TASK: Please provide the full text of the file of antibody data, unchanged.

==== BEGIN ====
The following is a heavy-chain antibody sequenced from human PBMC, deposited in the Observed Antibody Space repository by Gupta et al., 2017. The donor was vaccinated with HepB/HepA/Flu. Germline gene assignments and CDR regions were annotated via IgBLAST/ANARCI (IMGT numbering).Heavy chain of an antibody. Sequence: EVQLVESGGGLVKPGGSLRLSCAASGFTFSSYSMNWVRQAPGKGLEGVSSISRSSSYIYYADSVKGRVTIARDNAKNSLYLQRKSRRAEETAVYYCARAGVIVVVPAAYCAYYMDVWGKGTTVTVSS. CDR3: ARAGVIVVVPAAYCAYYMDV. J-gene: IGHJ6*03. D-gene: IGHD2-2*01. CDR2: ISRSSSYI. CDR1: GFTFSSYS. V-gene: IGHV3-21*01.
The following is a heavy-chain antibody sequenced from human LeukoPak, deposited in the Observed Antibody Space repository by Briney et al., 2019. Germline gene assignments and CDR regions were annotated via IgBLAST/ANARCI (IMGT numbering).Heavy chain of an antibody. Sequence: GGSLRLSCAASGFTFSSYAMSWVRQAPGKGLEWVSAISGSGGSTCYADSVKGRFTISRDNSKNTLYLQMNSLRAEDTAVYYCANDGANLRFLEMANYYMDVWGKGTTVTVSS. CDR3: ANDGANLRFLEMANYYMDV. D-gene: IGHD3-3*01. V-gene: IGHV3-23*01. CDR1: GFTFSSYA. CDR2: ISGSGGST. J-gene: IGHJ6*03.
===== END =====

The following is a heavy-chain antibody sequenced from human PBMC, deposited in the Observed Antibody Space repository by Gupta et al., 2017. The donor was vaccinated with HepB/HepA/Flu. Germline gene assignments and CDR regions were annotated via IgBLAST/ANARCI (IMGT numbering).Heavy chain of an antibody. Sequence: EVQLVESGGGLVKPGGSLRLSCAASGFTFSSYSMNWVRQAPGKGLEGVSSISRSSSYIYYADSVKGRVTIARDNAKNSLYLQRKSRRAEETAVYYCARAGVIVVVPAAYCAYYMDVWGKGTTVTVSS. CDR3: ARAGVIVVVPAAYCAYYMDV. J-gene: IGHJ6*03. D-gene: IGHD2-2*01. CDR2: ISRSSSYI. CDR1: GFTFSSYS. V-gene: IGHV3-21*01.
The following is a heavy-chain antibody sequenced from human LeukoPak, deposited in the Observed Antibody Space repository by Briney et al., 2019. Germline gene assignments and CDR regions were annotated via IgBLAST/ANARCI (IMGT numbering).Heavy chain of an antibody. Sequence: GGSLRLSCAASGFTFSSYAMSWVRQAPGKGLEWVSAISGSGGSTCYADSVKGRFTISRDNSKNTLYLQMNSLRAEDTAVYYCANDGANLRFLEMANYYMDVWGKGTTVTVSS. CDR3: ANDGANLRFLEMANYYMDV. D-gene: IGHD3-3*01. V-gene: IGHV3-23*01. CDR1: GFTFSSYA. CDR2: ISGSGGST. J-gene: IGHJ6*03.